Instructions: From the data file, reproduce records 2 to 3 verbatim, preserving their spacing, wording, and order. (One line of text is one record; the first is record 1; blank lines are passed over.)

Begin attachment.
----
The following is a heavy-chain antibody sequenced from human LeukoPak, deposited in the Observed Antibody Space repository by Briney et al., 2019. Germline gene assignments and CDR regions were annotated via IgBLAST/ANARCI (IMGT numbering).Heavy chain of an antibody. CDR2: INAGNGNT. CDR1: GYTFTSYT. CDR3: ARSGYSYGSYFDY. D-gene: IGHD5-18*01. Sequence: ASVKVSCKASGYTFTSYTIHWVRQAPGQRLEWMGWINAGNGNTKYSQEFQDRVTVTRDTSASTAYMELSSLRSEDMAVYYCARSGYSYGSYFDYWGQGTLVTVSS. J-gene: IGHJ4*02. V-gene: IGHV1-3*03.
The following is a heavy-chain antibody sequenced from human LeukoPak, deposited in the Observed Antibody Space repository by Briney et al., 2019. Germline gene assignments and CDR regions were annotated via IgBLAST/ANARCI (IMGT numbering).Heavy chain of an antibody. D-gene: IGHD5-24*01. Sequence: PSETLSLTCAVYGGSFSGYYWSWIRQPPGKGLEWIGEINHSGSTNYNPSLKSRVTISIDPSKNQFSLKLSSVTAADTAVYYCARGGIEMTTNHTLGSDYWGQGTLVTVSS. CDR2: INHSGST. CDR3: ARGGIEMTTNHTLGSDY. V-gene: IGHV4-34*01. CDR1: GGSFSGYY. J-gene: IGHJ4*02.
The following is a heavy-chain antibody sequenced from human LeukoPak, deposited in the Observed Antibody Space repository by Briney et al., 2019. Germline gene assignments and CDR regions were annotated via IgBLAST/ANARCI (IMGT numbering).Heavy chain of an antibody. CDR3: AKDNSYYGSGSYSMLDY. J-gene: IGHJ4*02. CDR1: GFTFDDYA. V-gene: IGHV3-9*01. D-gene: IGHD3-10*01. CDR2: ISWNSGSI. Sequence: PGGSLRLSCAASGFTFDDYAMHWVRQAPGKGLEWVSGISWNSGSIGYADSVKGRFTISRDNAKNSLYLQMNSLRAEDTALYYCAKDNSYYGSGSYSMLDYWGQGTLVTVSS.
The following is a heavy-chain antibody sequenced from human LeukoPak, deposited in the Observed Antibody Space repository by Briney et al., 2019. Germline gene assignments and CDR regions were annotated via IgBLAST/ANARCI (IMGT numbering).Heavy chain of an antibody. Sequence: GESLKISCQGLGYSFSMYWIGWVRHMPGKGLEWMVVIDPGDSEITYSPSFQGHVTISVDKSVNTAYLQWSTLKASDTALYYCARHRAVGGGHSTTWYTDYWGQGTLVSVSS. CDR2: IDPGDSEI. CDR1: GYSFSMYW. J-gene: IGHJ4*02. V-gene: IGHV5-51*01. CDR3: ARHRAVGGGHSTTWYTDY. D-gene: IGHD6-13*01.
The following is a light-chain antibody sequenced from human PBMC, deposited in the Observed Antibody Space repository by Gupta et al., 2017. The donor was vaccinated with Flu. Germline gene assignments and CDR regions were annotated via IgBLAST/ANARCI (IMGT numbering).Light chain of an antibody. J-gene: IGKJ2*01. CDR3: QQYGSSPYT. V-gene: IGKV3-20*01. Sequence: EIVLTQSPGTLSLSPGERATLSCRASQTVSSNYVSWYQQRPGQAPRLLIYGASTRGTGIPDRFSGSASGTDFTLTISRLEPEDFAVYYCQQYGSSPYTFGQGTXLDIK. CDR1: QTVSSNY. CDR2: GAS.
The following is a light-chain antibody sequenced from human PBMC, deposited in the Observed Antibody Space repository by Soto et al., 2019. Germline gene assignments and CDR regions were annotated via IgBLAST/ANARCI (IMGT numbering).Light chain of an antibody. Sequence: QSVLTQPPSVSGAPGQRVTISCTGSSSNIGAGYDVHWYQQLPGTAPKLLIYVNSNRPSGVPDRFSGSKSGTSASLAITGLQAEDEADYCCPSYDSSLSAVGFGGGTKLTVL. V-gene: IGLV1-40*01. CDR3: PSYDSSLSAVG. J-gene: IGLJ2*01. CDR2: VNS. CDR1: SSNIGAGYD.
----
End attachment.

The following is a heavy-chain antibody sequenced from human LeukoPak, deposited in the Observed Antibody Space repository by Briney et al., 2019. Germline gene assignments and CDR regions were annotated via IgBLAST/ANARCI (IMGT numbering).Heavy chain of an antibody. D-gene: IGHD5-24*01. Sequence: PSETLSLTCAVYGGSFSGYYWSWIRQPPGKGLEWIGEINHSGSTNYNPSLKSRVTISIDPSKNQFSLKLSSVTAADTAVYYCARGGIEMTTNHTLGSDYWGQGTLVTVSS. CDR2: INHSGST. CDR3: ARGGIEMTTNHTLGSDY. V-gene: IGHV4-34*01. CDR1: GGSFSGYY. J-gene: IGHJ4*02.
The following is a heavy-chain antibody sequenced from human LeukoPak, deposited in the Observed Antibody Space repository by Briney et al., 2019. Germline gene assignments and CDR regions were annotated via IgBLAST/ANARCI (IMGT numbering).Heavy chain of an antibody. CDR3: AKDNSYYGSGSYSMLDY. J-gene: IGHJ4*02. CDR1: GFTFDDYA. V-gene: IGHV3-9*01. D-gene: IGHD3-10*01. CDR2: ISWNSGSI. Sequence: PGGSLRLSCAASGFTFDDYAMHWVRQAPGKGLEWVSGISWNSGSIGYADSVKGRFTISRDNAKNSLYLQMNSLRAEDTALYYCAKDNSYYGSGSYSMLDYWGQGTLVTVSS.